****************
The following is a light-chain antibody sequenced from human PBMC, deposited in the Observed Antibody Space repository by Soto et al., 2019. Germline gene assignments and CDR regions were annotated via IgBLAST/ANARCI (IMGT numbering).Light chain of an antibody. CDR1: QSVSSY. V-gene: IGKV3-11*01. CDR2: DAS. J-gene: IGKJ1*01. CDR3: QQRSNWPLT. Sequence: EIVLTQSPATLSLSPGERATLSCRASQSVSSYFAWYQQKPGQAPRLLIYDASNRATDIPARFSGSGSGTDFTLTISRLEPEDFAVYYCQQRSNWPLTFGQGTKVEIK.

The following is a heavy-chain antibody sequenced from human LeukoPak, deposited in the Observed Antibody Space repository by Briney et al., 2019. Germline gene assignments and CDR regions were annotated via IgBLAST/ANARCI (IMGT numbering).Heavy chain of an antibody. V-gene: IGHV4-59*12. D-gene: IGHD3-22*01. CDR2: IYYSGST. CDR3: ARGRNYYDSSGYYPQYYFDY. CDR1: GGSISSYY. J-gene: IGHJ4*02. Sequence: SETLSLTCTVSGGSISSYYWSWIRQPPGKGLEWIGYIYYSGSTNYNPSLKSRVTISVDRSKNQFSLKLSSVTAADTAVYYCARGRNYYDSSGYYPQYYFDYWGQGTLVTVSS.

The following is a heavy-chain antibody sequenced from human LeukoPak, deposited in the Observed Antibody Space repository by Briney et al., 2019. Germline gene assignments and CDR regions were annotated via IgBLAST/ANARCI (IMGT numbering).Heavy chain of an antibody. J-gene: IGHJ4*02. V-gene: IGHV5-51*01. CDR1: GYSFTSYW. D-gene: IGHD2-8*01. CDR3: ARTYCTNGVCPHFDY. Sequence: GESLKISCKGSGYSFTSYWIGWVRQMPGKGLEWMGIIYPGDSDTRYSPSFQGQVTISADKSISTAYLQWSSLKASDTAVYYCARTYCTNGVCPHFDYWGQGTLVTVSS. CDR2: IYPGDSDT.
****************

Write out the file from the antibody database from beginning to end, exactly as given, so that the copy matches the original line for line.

The following is a light-chain antibody sequenced from human PBMC, deposited in the Observed Antibody Space repository by Soto et al., 2019. Germline gene assignments and CDR regions were annotated via IgBLAST/ANARCI (IMGT numbering).Light chain of an antibody. CDR1: QSVSSY. V-gene: IGKV3-11*01. CDR2: DAS. J-gene: IGKJ1*01. CDR3: QQRSNWPLT. Sequence: EIVLTQSPATLSLSPGERATLSCRASQSVSSYFAWYQQKPGQAPRLLIYDASNRATDIPARFSGSGSGTDFTLTISRLEPEDFAVYYCQQRSNWPLTFGQGTKVEIK.

The following is a heavy-chain antibody sequenced from human LeukoPak, deposited in the Observed Antibody Space repository by Briney et al., 2019. Germline gene assignments and CDR regions were annotated via IgBLAST/ANARCI (IMGT numbering).Heavy chain of an antibody. V-gene: IGHV4-59*12. D-gene: IGHD3-22*01. CDR2: IYYSGST. CDR3: ARGRNYYDSSGYYPQYYFDY. CDR1: GGSISSYY. J-gene: IGHJ4*02. Sequence: SETLSLTCTVSGGSISSYYWSWIRQPPGKGLEWIGYIYYSGSTNYNPSLKSRVTISVDRSKNQFSLKLSSVTAADTAVYYCARGRNYYDSSGYYPQYYFDYWGQGTLVTVSS.

The following is a heavy-chain antibody sequenced from human LeukoPak, deposited in the Observed Antibody Space repository by Briney et al., 2019. Germline gene assignments and CDR regions were annotated via IgBLAST/ANARCI (IMGT numbering).Heavy chain of an antibody. J-gene: IGHJ4*02. V-gene: IGHV5-51*01. CDR1: GYSFTSYW. D-gene: IGHD2-8*01. CDR3: ARTYCTNGVCPHFDY. Sequence: GESLKISCKGSGYSFTSYWIGWVRQMPGKGLEWMGIIYPGDSDTRYSPSFQGQVTISADKSISTAYLQWSSLKASDTAVYYCARTYCTNGVCPHFDYWGQGTLVTVSS. CDR2: IYPGDSDT.